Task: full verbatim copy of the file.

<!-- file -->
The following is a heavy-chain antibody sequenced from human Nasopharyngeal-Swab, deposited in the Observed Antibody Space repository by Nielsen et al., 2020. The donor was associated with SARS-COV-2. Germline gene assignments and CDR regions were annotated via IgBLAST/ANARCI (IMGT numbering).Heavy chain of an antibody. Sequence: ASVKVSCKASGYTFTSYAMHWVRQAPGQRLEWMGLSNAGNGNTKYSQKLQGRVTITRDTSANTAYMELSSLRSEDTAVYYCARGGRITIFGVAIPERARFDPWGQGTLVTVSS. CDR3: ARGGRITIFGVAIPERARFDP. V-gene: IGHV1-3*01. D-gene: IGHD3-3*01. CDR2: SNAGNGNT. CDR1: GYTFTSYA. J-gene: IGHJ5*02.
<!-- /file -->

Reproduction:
The following is a heavy-chain antibody sequenced from human Nasopharyngeal-Swab, deposited in the Observed Antibody Space repository by Nielsen et al., 2020. The donor was associated with SARS-COV-2. Germline gene assignments and CDR regions were annotated via IgBLAST/ANARCI (IMGT numbering).Heavy chain of an antibody. Sequence: ASVKVSCKASGYTFTSYAMHWVRQAPGQRLEWMGLSNAGNGNTKYSQKLQGRVTITRDTSANTAYMELSSLRSEDTAVYYCARGGRITIFGVAIPERARFDPWGQGTLVTVSS. CDR3: ARGGRITIFGVAIPERARFDP. V-gene: IGHV1-3*01. D-gene: IGHD3-3*01. CDR2: SNAGNGNT. CDR1: GYTFTSYA. J-gene: IGHJ5*02.